The Paper Girl of Paris
Author: Jordyn Taylor
Published: May 26, 2020
Reviewed By: Kim
Kim’s Rating: 4 stars
Sixteen-year-old Alice is spending the summer in Paris, but she isn’t there for pastries and walks along the Seine. When her grandmother passed away two months ago, she left Alice an apartment in France that no one knew existed. An apartment that has been locked for more than seventy years.
Alice is determined to find out why the apartment was abandoned and why her grandmother never once mentioned the family she left behind when she moved to America after World War II. With the help of Paul, a charming Parisian student, she sets out to uncover the truth. However, the more time she spends digging through the mysteries of the past, the more she realizes there are secrets in the present that her family is still refusing to talk about.
Sixteen-year-old Adalyn doesn’t recognize Paris anymore. Everywhere she looks, there are Nazis, and every day brings a new horror of life under the Occupation. When she meets Luc, the dashing and enigmatic leader of a resistance group, Adalyn feels she finally has a chance to fight back. But keeping up the appearance of being a much-admired socialite while working to undermine the Nazis is more complicated than she could have imagined. As the war goes on, Adalyn finds herself having to make more and more compromises—to her safety, to her reputation, and to her relationships with the people she loves the most.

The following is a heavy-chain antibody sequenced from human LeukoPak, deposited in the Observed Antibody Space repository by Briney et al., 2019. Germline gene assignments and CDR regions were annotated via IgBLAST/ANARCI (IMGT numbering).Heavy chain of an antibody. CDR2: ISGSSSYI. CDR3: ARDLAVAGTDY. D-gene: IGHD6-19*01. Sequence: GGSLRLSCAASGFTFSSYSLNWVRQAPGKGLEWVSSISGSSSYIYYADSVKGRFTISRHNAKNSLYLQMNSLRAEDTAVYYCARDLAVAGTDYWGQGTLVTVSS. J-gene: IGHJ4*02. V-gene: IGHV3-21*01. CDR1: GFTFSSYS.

So this cover. This. Cover. And the story was pretty good too.
We all dream of being left a random metropolitan apartment that has been preserved by time and we are the first to open the door in decades. I geeked out just reading it. And then finding the diary of your grandmother’s sister from WWII? I was living vicariously through Alice and thoroughly enjoying it. Adalyn’s story was great! A Parisian girl who joined the French Resistance and bravely helping to defeat the Nazis is always going to be exciting and engaging. I had tears in my eyes by the time I reached the end, which was more twisty than I expected.
My main criticism is with Alice herself. I acknowledge as a historian that we can only go by documented evidence and I hold to that. But there will always be speculation, no matter the situation. Alice apparently has no imagination and could only handle one theory at a time and that got frustrating real quick. I can’t get into too much detail because I don’t want to give anything away, but long before the truth was revealed, I wanted to throw the diary at Alice’s head just to get her to open her mind a little.
But overall, I thought this was a good book and I really enjoyed it. This is a great one to give to teens for WWII reading!